Anmol Hand block Print Shirt

$60.00

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Product Description

Special wooden block print men designer shirts in pure cotton fabric for smooth texture and feel. All shirts made in special cotton fabric with natural dyes made by flowers and vegetables colours by hand block print.

Fabric- Cotton

Hand Block Printed

Machine Wash::Dry In Shade

Available Size -All Sizes- Please mention size during order.

About Artisans-

Mukesh and Ramprakash is block print artisans from sanganer and bagru village of Rajasthan, famous for hand block print with wooden blocks. Mukesh is working on this technique since birth while ramprakash ji learned this from his father, he told us ” earlier all bagru village were in this work and we depends on this work only and very famous worldwide but due to some middle man and educated people make this more commercial and start machine print and making customers fool which create bad impression on this art which effect on all of us”.
About Art- Block Print Wear

Woodblock printing on textiles is the process of printing patterns on textiles, usually of linen, cotton or silk, by means of incised wooden blocks. It is the earliest, simplest and slowest of all methods of textile printing. Block printing by hand is a slow process. It is, however, capable of yielding highly artistic results, some of which are unobtainable by any other method. Printing patterns on textiles is so closely related in its ornamental effects to other different methods of similar intention, such as by painting and by processes of dyeing and weaving, that it is almost impossible to determine from the picturesque indications afforded by ancient records and writings of pre-Christian, classical or even medieval times, how far, if at all, allusion is being made in them to this particular process.

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Woodblocks for textile printing may be made of box, lime, holly, sycamore, plane or pear wood, the latter three being most generally employed. They vary in size considerably, but must always be between two and three inches thick, otherwise they are liable to warping, which is additionally guarded against by backing the wood chosen with two or more pieces of cheaper wood, such as deal or pine. The several pieces or blocks are tongued and grooved to fit each other, and are then securely glued together, under pressure, into one solid block with the grain of each alternate piece running in a different direction.

The block, being planed quite smooth and perfectly flat, next has the design drawn upon, or transferred to it. This latter is effected by rubbing off, upon its flat surface, a tracing in lampblack and oil, of the outlines of the masses of the design. The portions to be left in relief are then tinted, between their outlines, an ammoniacal carmine or magenta, for the purpose of distinguishing them from those portions that have to be cut away. As a separate block is required for each distinct colour in the design, a separate tracing must be made of each and transferred (or put on as it a termed) to its own special block.

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Having thus received a tracing of the pattern the block is thoroughly damped and kept in this condition by being covered with wet cloths during the whole process of cutting. The blockcutter commences by carving out the wood around the heavier masses first, leaving the finer and more delicate work until the last so as to avoid any risk of injuring it during the cutting of the coarser parts. When large masses of colour occur in a pattern, the corresponding parts on the block are usually cut in outline, the object being filled in between the outlines with felt, which not only absorbs the colour better, but gives a much more even impression than it is possible to obtain with a large surface of wood. When finished, the block presents the appearance of flat relief carving, the design standing out like letterpress type.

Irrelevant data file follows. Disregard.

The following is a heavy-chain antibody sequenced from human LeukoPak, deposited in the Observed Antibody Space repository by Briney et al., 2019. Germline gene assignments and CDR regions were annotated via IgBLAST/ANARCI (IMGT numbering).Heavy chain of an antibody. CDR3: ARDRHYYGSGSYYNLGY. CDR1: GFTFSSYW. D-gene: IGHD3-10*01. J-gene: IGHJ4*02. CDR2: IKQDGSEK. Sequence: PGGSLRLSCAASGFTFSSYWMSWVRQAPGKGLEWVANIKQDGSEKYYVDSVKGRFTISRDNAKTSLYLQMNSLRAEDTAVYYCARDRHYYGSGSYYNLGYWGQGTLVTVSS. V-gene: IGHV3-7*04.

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Woman doing Block Printing at villages in Rajasthan, India and now men also doing same.

The printer commences by drawing a length of cloth, from the roll, over the table, and marks it with a piece of coloured chalk and a ruler to indicate where the first impression of the block is to be applied.

He then applies his block in two different directions to the colour on the sieve and finally presses it firmly and steadily on the cloth, ensuring a good impression by striking it smartly on the back with a wooden mallet. The second impression is made in the same way, the printer taking care to see that it fits exactly to the first, a point which he can make sure of by means of the pins with which the blocks are provided at each corner and which are arranged in such a way that when those at the right side or at the top of the block fall upon those at the left side or the bottom of the previous impression the two printings join up exactly and continue the pattern without a break. Each succeeding impression is made in precisely the same manner until the length of cloth on the table is fully printed. When this is done it is wound over the drying rollers, thus bringing forward a fresh length to be treated similarly.

If the pattern contains several colours the cloth is usually first printed throughout with one, then dried, re-wound and printed with the second, the same operations being repeated until all the colours are printed.